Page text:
The ageing population of the UK

The biggest population challenge that many governments face, particularly in the richer countries of the world, is how to support an increasingly elderly population.

Increasing life expectancy is due to the following factors:

FactorReason for increase in life expectancy
Free health careThe development of vaccinations and the National Health Service reduced deaths from diseases such as TB and measles. This increases the number of people living to 65 years and older.
Medical technologyThe development of new drugs that treat cancer and other degenerative diseases such as Alzheimer's has increased life expectancy and so increased the number of people aged 65 and over.
Decrease in manual employmentMany primary and secondary jobs such as coal mining and steel making were arduous and dangerous, which reduced life expectancy. There has been a decline in the number of people in these jobs and an increase in office-based jobs.
Increased wealthImproved living conditions and healthier diets.
Awareness of healthy livingMore people exercising and a decrease in the number of people smoking. Compulsory education has taught people about the risks of transmission of diseases.
Safety measuresMeasures in both the home and work have increased life expectancy.

Benefits of an ageing population

  • Many pass on their experience and knowledge.
  • Some may be wealthy, having lots of leisure time and are therefore good consumers.
  • Many retired people do voluntary work in schools and for charities.
  • Many fulfil childcare roles for their grandchildren.


  • There are decreasing numbers of economically-active people in the population.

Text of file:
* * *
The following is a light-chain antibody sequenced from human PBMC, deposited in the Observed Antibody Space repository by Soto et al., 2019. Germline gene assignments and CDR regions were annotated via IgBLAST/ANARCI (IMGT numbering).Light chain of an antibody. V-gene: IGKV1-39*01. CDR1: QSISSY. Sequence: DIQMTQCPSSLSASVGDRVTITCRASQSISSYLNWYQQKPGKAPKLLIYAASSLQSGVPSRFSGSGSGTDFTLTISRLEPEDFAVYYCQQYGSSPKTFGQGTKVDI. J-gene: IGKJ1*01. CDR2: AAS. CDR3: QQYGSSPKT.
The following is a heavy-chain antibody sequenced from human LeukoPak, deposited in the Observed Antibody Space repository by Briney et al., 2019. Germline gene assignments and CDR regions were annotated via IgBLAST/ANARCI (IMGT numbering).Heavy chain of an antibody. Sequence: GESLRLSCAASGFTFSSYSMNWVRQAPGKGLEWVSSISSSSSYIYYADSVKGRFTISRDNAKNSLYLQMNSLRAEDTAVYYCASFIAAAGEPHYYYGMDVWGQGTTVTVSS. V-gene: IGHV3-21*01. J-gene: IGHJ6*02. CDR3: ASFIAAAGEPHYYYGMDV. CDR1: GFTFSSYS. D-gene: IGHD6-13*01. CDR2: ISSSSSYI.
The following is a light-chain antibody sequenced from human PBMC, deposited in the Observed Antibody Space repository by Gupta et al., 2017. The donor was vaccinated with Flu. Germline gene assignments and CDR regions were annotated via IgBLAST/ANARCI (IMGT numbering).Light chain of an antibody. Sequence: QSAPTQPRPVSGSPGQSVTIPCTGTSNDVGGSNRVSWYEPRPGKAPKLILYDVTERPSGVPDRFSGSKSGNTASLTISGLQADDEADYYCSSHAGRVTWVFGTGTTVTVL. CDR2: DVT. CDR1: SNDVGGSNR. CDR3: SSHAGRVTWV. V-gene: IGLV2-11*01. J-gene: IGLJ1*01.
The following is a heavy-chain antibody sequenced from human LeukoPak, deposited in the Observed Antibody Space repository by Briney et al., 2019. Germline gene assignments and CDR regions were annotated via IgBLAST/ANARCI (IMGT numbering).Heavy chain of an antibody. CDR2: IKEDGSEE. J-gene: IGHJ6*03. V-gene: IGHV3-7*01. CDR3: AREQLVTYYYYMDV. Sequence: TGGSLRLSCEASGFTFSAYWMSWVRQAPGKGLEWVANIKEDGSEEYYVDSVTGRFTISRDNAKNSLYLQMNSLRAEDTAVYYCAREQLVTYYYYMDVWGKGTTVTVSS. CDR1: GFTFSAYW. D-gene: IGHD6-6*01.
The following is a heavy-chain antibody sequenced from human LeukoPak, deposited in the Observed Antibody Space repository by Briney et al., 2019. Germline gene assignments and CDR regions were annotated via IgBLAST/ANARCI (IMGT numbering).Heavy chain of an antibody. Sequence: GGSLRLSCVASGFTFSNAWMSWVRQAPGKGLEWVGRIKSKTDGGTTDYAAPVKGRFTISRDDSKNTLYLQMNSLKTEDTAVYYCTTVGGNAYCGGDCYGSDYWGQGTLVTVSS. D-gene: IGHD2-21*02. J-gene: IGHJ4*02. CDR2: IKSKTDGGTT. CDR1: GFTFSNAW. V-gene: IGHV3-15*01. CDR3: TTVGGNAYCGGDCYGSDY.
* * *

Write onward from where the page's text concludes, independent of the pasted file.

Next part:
• The increasing number of very old people has put a strain on healthcare services.
  • Many countries face a pensions crisis whereby there is not enough money to cover the increasing pension demands of a population.
  • The bill for social care is also increasing as the elderly sometimes need outside help, eg meals on wheels.
  • Maintaining a dignified quality of life for the elderly is also a moral issue.
  • Fewer people of working age means a lower number of workers and a shrinking tax base.
  • Housing problems develop as there will be an increase in demand for more retirement homes. These are expensive and will increase taxes paid by the working population.
Care home for the elderly
The need for social care is set to rise


  • People are being encouraged to save for their retirement.
  • The age at which people are retiring is rising.
  • Facilities such as nursing homes and care workers will be needed, perhaps in preference to schools and nurseries as the population gets older.
  • Educated and skilled migrants could be encouraged to fill labour shortages.
  • The country could adopt a pro-natalist policy, encouraging people to have more children by offering them benefits, such as better access to childcare, better conditions for maternity leave and maintaining child benefits.